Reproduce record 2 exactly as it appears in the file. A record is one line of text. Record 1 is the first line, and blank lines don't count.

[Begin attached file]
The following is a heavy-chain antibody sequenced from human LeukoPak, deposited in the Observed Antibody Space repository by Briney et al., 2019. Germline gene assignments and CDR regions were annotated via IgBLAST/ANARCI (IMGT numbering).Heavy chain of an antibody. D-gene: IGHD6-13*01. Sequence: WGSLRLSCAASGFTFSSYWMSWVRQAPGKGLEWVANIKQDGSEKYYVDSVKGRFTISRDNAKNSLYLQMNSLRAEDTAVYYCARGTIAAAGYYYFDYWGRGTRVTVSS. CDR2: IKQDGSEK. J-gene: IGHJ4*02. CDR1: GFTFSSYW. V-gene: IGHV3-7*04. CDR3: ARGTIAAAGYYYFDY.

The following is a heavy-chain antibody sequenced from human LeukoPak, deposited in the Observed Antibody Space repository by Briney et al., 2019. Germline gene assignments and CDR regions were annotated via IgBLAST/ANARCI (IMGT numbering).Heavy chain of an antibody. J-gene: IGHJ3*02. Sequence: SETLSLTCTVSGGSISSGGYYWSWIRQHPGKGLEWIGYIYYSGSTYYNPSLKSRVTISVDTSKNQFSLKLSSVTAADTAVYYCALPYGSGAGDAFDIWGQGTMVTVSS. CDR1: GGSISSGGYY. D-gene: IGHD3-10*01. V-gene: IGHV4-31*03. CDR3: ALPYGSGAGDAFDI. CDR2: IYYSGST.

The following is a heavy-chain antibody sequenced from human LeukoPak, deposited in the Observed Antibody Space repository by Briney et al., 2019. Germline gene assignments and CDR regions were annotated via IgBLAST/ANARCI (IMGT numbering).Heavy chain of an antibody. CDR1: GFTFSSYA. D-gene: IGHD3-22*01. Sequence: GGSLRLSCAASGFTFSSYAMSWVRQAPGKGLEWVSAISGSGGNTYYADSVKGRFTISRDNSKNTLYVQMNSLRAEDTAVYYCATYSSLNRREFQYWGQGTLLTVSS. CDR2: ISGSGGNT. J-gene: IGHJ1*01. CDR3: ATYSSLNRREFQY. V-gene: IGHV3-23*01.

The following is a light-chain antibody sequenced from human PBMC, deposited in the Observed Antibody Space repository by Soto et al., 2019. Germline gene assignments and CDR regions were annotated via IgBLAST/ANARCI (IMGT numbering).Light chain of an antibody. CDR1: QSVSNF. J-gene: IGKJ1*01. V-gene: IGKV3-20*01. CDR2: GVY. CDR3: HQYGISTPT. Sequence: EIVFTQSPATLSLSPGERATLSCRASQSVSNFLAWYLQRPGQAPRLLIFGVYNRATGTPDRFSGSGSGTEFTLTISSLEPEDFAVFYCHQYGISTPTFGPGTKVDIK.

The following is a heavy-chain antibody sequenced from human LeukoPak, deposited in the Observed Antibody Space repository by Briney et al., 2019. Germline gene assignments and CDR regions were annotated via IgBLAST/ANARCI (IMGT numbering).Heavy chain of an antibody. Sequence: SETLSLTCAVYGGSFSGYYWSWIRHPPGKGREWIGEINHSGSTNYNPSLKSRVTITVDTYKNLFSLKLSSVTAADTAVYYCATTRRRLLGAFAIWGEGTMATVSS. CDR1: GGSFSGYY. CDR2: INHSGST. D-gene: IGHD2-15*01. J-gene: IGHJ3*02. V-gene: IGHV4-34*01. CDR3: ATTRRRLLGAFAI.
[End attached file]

The following is a heavy-chain antibody sequenced from human LeukoPak, deposited in the Observed Antibody Space repository by Briney et al., 2019. Germline gene assignments and CDR regions were annotated via IgBLAST/ANARCI (IMGT numbering).Heavy chain of an antibody. J-gene: IGHJ3*02. Sequence: SETLSLTCTVSGGSISSGGYYWSWIRQHPGKGLEWIGYIYYSGSTYYNPSLKSRVTISVDTSKNQFSLKLSSVTAADTAVYYCALPYGSGAGDAFDIWGQGTMVTVSS. CDR1: GGSISSGGYY. D-gene: IGHD3-10*01. V-gene: IGHV4-31*03. CDR3: ALPYGSGAGDAFDI. CDR2: IYYSGST.